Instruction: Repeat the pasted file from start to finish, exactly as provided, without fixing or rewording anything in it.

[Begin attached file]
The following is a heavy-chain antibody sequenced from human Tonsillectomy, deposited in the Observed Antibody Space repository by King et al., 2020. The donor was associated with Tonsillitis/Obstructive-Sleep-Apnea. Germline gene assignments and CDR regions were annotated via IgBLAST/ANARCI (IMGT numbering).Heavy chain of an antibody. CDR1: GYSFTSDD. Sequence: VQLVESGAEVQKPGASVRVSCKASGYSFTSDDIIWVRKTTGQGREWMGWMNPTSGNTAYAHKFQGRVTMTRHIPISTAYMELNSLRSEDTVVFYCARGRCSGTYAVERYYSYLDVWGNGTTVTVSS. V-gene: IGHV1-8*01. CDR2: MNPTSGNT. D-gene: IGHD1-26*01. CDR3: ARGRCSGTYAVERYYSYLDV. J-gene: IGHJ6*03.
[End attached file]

The following is a heavy-chain antibody sequenced from human Tonsillectomy, deposited in the Observed Antibody Space repository by King et al., 2020. The donor was associated with Tonsillitis/Obstructive-Sleep-Apnea. Germline gene assignments and CDR regions were annotated via IgBLAST/ANARCI (IMGT numbering).Heavy chain of an antibody. CDR1: GYSFTSDD. Sequence: VQLVESGAEVQKPGASVRVSCKASGYSFTSDDIIWVRKTTGQGREWMGWMNPTSGNTAYAHKFQGRVTMTRHIPISTAYMELNSLRSEDTVVFYCARGRCSGTYAVERYYSYLDVWGNGTTVTVSS. V-gene: IGHV1-8*01. CDR2: MNPTSGNT. D-gene: IGHD1-26*01. CDR3: ARGRCSGTYAVERYYSYLDV. J-gene: IGHJ6*03.